With television time sold out, campaigns are spending big on social media platforms and even more bizarre places. Gaming platforms are saturated. In some places, gas pumps have TV screens where candidates are buying advertising time.

The enormous hauls by so many Democratic Senate candidates has put the DSCC in a good position. It doesn't have to support candidates like Gideon, Kelly, and Harrison. They can support themselves very well. So the DSCC can spend money in races deeper in Republican territory (like Iowa and Montana), where success is less likely, but with so much money floating around, they can afford to do so without endangering their top prospects. (V)

Gonzales Changes House Ratings

Political forecaster Nathan Gonzales, who took over from Stu Rothenberg a few years ago, has changed his forecast on 23 House races. Twenty of the changes favor the Democrats and three favor the Republicans. Most of the changes move a weak Democrat to a stronger Democrat or a strong Republican to a weaker Republican. However, eight of the races have now been moved to toss-up. Here are the races that Gonzales now sees as toss-ups:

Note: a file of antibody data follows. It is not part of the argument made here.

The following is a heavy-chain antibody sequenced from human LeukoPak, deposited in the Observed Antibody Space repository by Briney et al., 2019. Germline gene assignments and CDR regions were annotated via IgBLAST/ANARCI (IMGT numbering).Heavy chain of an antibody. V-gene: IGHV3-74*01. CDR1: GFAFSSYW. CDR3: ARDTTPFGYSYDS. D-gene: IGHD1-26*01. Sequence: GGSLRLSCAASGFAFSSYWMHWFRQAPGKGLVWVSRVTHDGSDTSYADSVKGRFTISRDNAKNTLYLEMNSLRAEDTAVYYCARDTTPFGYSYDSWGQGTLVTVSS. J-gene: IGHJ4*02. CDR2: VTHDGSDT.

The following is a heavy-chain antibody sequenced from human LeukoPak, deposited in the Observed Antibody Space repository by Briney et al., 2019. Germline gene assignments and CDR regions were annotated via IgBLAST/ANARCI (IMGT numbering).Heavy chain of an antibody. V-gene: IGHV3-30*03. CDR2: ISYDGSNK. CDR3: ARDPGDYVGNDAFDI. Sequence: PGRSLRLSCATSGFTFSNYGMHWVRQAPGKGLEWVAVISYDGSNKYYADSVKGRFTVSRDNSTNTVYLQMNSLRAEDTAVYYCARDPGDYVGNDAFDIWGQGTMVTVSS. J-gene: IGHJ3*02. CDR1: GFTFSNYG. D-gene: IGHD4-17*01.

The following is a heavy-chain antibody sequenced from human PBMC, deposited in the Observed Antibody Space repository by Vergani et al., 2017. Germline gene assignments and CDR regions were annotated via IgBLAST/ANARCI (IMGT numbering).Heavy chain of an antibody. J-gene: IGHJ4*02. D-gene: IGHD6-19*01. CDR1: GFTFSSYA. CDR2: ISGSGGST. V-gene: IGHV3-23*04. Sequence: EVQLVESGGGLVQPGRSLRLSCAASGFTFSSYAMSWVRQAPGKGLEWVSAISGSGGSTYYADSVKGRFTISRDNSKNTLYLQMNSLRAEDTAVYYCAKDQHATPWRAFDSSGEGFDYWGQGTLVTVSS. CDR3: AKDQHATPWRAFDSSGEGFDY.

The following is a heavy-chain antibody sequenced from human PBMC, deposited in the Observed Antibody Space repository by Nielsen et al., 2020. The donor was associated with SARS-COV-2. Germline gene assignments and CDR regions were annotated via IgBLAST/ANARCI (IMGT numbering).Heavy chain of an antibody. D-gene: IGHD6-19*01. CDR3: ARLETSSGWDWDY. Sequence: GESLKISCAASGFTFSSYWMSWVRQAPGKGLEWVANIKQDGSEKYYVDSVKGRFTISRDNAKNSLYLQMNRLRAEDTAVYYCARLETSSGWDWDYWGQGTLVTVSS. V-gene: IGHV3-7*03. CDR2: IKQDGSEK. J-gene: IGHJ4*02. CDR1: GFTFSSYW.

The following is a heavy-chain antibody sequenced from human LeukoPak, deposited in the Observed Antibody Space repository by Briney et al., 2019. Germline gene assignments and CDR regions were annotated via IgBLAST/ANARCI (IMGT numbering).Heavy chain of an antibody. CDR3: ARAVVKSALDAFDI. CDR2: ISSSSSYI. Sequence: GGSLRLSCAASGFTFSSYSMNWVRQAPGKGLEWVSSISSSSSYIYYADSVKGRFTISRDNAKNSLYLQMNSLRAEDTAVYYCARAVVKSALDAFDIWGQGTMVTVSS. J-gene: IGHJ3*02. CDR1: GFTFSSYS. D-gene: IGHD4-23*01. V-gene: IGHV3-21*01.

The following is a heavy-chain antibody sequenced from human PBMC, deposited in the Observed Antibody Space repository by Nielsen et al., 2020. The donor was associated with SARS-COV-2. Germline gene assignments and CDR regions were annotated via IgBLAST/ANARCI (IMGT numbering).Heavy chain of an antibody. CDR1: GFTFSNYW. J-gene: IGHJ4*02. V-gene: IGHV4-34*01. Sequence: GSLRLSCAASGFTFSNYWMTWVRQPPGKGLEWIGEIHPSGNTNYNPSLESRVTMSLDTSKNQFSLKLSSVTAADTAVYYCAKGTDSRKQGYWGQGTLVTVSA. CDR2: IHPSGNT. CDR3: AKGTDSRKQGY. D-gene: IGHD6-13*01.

District PVI Incumbent Old rating New rating
AZ-06 R+9 David Schweikert (R) Tilt Republican Toss-up
IL-13 R+3 Rodney Davis (R) Tilt Republican Toss-up
MN-01 R+5 Jim Hagedorn (R) Tilt Republican Toss-up
MN-07 R+12 Collin C. Peterson (D) Tilt Democratic Toss-up
MO-02 R+8 Ann Wagner (R) Tilt Republican Toss-up
NM-02 R+6 Xochitl Torres Small (D) Tilt Democratic Toss-up
PA-10 R+6 Scott Perry (R) Tilt Republican Toss-up
TX-21 R+10 Chip Roy (R) Tilt Republican Toss-up

What is especially noteworthy here is that all the new toss-up races are in districts with PVIs ranging from R+3 to R+12. Districts that are R+12 are not supposed to be toss-ups, but based on polling, fundraising, candidate quality, and other factors, Gonzales thinks they are 50-50.

Gonzales' overall prediction is that the Democrats will not only hold the lower chamber of Congress, but will pick up 10 to 20 seats to pad their majority. In 2018, the Democrats picked up 40 seats in the House, so an additional gain of 10 would be stunning. Nearly all the gains last time were in suburban districts and that is where the big battles will be this time as well. (V)

Political Impact of Barrett's Confirmation